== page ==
And that's the image used here in this text to challenge us to be, as that ad for military service says, all that we can be.  The idea is not that we can make ourselves better than others, but that we can make ourselves useful for God.

Here's the basic concept:  when we replace bad habits with good ones, wrong actions with good deeds, poor choices with good decisions, then we are ready for God to use us.  To be put into play, like that second-stringer on the team, who always has to be ready.  Has to be in good shape just like the starter.  Has to know all the plays just as well as the starter, so that when his or her name is called, he or she is ready to play, to contribute to the team.

I don't know, there may be one or two Duck fans here, are there?  We of course don't want to mention yesterday's game [Ducks beat the Huskies in football, 55-31] because we have some Washington fans that are here.  We wouldn't want to rub it in, you know, those nearly 700 yards of total offense J.

Duck fans know (Husky fans may not know this), but Duck fans know that we have lost 3 of our best offensive players, and 1 on defense.  And hence in that game yesterday, we had 4 second-stringers who had to step up their game and play.  The result being Ducks 55-34.  But we won't rub it in J.

Well, no one likes to sit on the sidelines and watch.  At least almost no one.  I played football for two years -- 7th and 8th grade.  Was on the front line, right-guard.  Right there were all the action was, got to do that manly stuff, put on those pads and a helmet, and get in there and hit bodies, sacrifice my body for the glory of some fullback.  For two years I did all of that, all that male-bonding stuff.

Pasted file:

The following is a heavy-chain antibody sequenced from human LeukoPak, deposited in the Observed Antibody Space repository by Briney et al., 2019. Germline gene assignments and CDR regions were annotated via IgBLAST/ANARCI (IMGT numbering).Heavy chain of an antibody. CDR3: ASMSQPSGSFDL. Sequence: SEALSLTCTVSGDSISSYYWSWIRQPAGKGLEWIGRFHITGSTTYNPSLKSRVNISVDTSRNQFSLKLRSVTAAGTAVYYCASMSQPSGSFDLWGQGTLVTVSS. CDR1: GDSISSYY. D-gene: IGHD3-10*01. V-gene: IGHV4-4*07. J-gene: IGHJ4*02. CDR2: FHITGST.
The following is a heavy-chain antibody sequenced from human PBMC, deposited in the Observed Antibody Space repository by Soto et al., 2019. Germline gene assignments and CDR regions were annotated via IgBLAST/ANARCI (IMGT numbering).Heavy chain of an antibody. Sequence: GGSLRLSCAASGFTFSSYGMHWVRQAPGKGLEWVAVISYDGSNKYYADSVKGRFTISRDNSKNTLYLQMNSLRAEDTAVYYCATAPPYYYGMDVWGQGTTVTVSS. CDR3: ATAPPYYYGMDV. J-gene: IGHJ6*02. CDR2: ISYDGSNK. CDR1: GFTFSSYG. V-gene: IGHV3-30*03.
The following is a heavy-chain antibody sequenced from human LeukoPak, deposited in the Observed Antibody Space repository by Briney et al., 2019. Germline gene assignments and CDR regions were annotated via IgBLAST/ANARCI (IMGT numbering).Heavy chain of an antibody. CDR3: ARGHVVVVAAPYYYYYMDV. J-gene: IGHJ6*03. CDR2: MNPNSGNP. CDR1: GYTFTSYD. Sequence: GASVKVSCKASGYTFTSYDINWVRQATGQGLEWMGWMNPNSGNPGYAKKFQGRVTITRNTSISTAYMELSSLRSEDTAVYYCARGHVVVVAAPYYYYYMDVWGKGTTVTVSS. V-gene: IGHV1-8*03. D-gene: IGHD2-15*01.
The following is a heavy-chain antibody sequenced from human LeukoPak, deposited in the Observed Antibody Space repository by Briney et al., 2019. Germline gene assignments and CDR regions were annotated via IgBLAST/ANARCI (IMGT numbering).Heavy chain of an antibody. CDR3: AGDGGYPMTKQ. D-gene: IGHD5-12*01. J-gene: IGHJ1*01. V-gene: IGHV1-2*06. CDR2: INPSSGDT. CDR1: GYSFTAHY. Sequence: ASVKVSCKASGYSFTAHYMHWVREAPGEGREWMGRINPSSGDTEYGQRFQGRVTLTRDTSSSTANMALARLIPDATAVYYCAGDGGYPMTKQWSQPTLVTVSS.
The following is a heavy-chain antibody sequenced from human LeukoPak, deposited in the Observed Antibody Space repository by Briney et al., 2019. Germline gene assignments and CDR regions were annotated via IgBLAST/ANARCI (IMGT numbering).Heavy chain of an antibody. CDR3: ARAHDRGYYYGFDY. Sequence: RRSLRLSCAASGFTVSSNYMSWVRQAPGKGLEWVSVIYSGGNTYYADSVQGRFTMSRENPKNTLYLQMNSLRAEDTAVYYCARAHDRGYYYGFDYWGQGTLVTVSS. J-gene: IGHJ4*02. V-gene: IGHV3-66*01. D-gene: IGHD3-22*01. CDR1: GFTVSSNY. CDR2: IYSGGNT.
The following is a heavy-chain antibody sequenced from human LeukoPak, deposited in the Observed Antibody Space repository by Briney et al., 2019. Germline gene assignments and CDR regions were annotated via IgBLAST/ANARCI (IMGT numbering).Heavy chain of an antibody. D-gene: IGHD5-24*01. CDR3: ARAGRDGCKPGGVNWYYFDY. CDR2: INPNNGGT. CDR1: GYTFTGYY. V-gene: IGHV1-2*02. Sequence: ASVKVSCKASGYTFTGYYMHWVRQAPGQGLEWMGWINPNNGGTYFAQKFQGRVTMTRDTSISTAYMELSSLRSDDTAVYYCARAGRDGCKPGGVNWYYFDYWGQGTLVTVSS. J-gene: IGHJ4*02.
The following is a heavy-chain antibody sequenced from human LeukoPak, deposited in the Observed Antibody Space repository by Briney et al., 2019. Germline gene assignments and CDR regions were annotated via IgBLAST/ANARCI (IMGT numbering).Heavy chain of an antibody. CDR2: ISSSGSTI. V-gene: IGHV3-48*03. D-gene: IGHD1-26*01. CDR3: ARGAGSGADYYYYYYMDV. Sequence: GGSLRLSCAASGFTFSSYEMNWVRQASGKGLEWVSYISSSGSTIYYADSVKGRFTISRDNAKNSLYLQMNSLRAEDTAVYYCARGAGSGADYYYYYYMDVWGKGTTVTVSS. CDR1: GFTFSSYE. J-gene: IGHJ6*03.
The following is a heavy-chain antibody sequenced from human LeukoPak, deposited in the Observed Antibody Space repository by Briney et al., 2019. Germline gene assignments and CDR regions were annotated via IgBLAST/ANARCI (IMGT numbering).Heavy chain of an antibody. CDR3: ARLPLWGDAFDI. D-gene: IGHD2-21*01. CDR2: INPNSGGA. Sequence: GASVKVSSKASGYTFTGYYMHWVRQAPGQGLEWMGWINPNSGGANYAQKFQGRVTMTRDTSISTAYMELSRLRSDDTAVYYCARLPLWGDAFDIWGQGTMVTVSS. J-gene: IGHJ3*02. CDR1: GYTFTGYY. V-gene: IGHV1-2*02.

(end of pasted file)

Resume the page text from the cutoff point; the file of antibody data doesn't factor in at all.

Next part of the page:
And then I decided that it was time to try out for a different position -- team statistician!  And I discovered that I enjoyed that as much or more so than being out there on the field.  I was good.  Kept those totals and those averages and those percentages of completions.  I went on to become the basketball statistician.  And the baseball statistician.  I mean, Jordan Kent [3-sport star at the University of Oregon from 2003-2006] has nothing on me!  Three sports, count 'em!  It was like spring training for preaching -- holding that clipboard, walking up and down the sideline, I was an athlete in training.  Look at this physique!  

Real players, though, want to be on the field, want to be part of the action, in the game.  Real disciples want to follow Jesus.  Want to be of some use to God and to do something that will make a difference.